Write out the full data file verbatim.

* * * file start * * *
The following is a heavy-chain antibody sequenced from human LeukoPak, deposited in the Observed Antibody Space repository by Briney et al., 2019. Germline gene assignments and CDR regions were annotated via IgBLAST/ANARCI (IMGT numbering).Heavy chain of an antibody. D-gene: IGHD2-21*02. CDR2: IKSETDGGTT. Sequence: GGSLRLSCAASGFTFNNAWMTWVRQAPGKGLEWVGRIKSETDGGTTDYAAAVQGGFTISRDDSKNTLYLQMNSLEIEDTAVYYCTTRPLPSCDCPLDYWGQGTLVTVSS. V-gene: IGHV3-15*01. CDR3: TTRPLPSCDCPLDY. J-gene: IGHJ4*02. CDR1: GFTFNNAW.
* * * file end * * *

The following is a heavy-chain antibody sequenced from human LeukoPak, deposited in the Observed Antibody Space repository by Briney et al., 2019. Germline gene assignments and CDR regions were annotated via IgBLAST/ANARCI (IMGT numbering).Heavy chain of an antibody. D-gene: IGHD2-21*02. CDR2: IKSETDGGTT. Sequence: GGSLRLSCAASGFTFNNAWMTWVRQAPGKGLEWVGRIKSETDGGTTDYAAAVQGGFTISRDDSKNTLYLQMNSLEIEDTAVYYCTTRPLPSCDCPLDYWGQGTLVTVSS. V-gene: IGHV3-15*01. CDR3: TTRPLPSCDCPLDY. J-gene: IGHJ4*02. CDR1: GFTFNNAW.